Fitbit study predicts onset of COVID-19 and hospitalization likelihood

The paper outlines predictors for the severity of illness, symptom prevalence, illness duration among male and female participants, and estimations of the need for hospitalization.
By Mallory Hackett
12:16 pm
A person reclines on a bed and examines a Fitbit watch screen

Consumer wearable devices can be key tools in predicting the onset of illnesses like COVID-19 by using health metrics like breathing rate, resting heart rate and heart rate variability (HRV), according to findings published in npj Digital Medicine from Fitbit.

The paper outlines predictors for the severity of illness, symptom prevalence, illness duration among male and female participants and estimations of the need for hospitalization.


Of the 2,745 subjects diagnosed with COVID-19 used in the study, 11.9% of males and 11.2% of females were asymptomatic; 48.3% of males and 47.8% of females recovered at home, by themselves; 29.7% of males and 33.7% of females recovered at home, with the help of someone else; 9.3% of males and 6.6% of females required hospitalization without ventilation; and 0.5% of males and 0.4% of females required ventilation.

There were 21 different symptoms reported in the study, and the prevalence of symptoms varied between the male and female participants.

Fatigue was the most common symptom, present in 66.1% of males and 76.1% of females. Headaches were the next most prevalent symptom, with 53.7% of males and 71.4% of females reporting this. Body aches followed and were present in 58.4% of males and 64.4% of females. Loss of taste and smell was reported in 50.2% of males and 64.9% of females. Rounding out the list was cough, which was reported by 55.2% of males and 59.9% of females.

Fevers were only present in 59.4% of males and 52% of females, indicating that temperature screening alone may not be enough to measure infection rates, according to the study.

The duration of symptoms depended on the severity of the illness. Mild cases showed an average duration of 11 days. Moderate cases typically lasted for 16 days. Cases that required hospitalization averaged 25 days, although the spread was large for severe cases.

The percentage of participants who experienced symptoms for more than 60 days with mild, moderate and severe cases was 3.9%, 6.4% and 16%, respectively.

Shortness of breath was found to be highly indicative of the need for hospitalization, while sore throat and stomach ache were the least likely. Gastrointestinal symptoms, such as vomiting and loss of appetite, were indicative of severe illness. Among demographic information, being older and having a high BMI showed higher likelihoods for hospitalization.

Researchers also created a classifier to predict illness on any specific day, given health metrics.

It was able to predict 21% of cases the day before symptoms began, 31% of cases the day symptoms arose and 43% of cases the day following with 90% specificity. When set to 95% specificity, it detected 15% of cases the day before symptoms began showing, 24% on the first day of symptoms and 33% of cases the day after. At 99% specificity, 6.8% of cases could be detected one day before the onset of symptoms, 12% of cases the day symptoms begin and 20% the day after.


Data on 2,745 subjects diagnosed with COVID-19 were collected from May 21 to September 11, 2020, consisting of PCR-positive tests conducted between February 16 and September 9.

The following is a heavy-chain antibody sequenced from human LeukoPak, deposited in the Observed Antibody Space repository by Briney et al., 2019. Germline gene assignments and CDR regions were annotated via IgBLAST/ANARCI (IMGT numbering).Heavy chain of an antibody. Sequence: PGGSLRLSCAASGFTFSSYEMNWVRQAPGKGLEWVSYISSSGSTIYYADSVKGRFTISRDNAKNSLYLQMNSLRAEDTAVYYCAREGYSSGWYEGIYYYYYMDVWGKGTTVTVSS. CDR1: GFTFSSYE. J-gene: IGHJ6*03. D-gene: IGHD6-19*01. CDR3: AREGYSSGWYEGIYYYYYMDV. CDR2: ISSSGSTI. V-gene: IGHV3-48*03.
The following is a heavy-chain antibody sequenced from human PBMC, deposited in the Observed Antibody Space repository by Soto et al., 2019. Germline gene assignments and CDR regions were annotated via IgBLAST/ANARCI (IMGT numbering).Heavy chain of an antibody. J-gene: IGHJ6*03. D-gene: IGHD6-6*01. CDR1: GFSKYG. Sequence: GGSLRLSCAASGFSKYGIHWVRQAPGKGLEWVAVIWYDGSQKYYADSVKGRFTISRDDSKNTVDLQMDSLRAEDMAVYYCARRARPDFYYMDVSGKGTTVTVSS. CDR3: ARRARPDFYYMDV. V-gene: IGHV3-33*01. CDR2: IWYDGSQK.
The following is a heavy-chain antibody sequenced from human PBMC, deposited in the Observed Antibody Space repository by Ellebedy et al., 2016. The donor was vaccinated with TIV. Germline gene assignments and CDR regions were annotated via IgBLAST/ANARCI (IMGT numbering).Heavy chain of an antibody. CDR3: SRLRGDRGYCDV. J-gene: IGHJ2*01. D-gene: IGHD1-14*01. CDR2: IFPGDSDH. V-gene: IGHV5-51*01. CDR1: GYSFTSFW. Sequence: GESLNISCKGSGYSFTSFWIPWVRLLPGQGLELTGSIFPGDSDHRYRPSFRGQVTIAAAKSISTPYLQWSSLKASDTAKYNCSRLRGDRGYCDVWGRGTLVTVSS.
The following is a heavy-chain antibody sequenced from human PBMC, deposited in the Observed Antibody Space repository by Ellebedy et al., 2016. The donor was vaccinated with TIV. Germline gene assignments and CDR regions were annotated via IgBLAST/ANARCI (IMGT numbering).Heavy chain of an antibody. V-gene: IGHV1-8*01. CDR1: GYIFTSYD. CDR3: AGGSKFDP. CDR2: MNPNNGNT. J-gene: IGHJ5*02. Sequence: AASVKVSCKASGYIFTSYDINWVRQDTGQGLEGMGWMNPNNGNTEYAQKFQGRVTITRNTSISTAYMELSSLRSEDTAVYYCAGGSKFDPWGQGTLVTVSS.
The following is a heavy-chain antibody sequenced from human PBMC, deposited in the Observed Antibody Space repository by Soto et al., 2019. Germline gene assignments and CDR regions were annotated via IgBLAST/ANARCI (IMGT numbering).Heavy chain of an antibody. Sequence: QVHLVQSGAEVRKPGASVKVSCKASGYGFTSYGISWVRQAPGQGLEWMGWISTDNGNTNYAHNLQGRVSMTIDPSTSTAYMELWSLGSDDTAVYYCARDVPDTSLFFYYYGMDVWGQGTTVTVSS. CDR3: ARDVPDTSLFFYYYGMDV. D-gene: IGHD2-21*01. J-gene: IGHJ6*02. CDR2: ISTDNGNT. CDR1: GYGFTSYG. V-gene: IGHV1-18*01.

The study included active Fitbit users in the U.S. and Canada that had COVID-19 or similar infections. They were invited to participate in a survey to report whether they had been tested and what their symptoms were. Participants had the option to include demographic data like age, sex, BMI and relevant background medical information such as conditions including diabetes, coronary artery disease or hypertension.

Researchers also collected health metric data for breathing rate, resting heart rate and HRV using the participants’ Fitbit devices.

The study noted several limitations, including that the participants were all Fitbit users and may not represent the general population. They also self-selected to participate in the study and self-reported their symptoms.

“Nevertheless, we believe this survey provides an important scientific contribution by suggesting (a) hospitalization risk can be calculated from self-reported symptoms, and (b) relevant and predictive physiological signs related to COVID-19 may be detected by consumer wearable devices,” the researchers said in the paper.


Fitbit released early findings from this study in August, and most notably shared that its devices could detect nearly 50% of COVID-19 cases one day before participants report the onset of symptoms, with 70% specificity.

The U.S. Department of Defense recognized Fitbit’s work in early COVID-19 detection and gave it nearly $2.5 million to expand its research through a study with Northwell Health’s Feinstein Institutes for Medical Research.

This has been a big year for Fitbit research even beyond COVID-19.

The Taiwan-based diabetes management app Health2Sync announced that combining Fitbit wearable devices with their Health2Sync Patient Management Platform can help users control and better manage the symptoms of Type 2 diabetes mellitus.

Fitbit also recently released findings from a study that used its smartwatches to show how devices continuously gathering data from the sympathetic and the parasympathetic nervous systems could derive and describe diverse measures of cardiac autonomic function among users.


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